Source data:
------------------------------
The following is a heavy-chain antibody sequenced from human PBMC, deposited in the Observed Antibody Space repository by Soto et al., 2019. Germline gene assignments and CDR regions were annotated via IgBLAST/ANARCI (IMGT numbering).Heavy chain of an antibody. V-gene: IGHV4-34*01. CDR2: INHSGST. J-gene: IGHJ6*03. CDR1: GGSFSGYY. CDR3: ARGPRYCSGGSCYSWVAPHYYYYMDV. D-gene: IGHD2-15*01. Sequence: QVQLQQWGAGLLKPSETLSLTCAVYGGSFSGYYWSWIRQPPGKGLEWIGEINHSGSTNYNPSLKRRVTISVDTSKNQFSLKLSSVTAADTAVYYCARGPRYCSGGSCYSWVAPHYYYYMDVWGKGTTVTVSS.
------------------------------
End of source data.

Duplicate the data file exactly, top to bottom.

The following is a heavy-chain antibody sequenced from human PBMC, deposited in the Observed Antibody Space repository by Soto et al., 2019. Germline gene assignments and CDR regions were annotated via IgBLAST/ANARCI (IMGT numbering).Heavy chain of an antibody. V-gene: IGHV4-34*01. CDR2: INHSGST. J-gene: IGHJ6*03. CDR1: GGSFSGYY. CDR3: ARGPRYCSGGSCYSWVAPHYYYYMDV. D-gene: IGHD2-15*01. Sequence: QVQLQQWGAGLLKPSETLSLTCAVYGGSFSGYYWSWIRQPPGKGLEWIGEINHSGSTNYNPSLKRRVTISVDTSKNQFSLKLSSVTAADTAVYYCARGPRYCSGGSCYSWVAPHYYYYMDVWGKGTTVTVSS.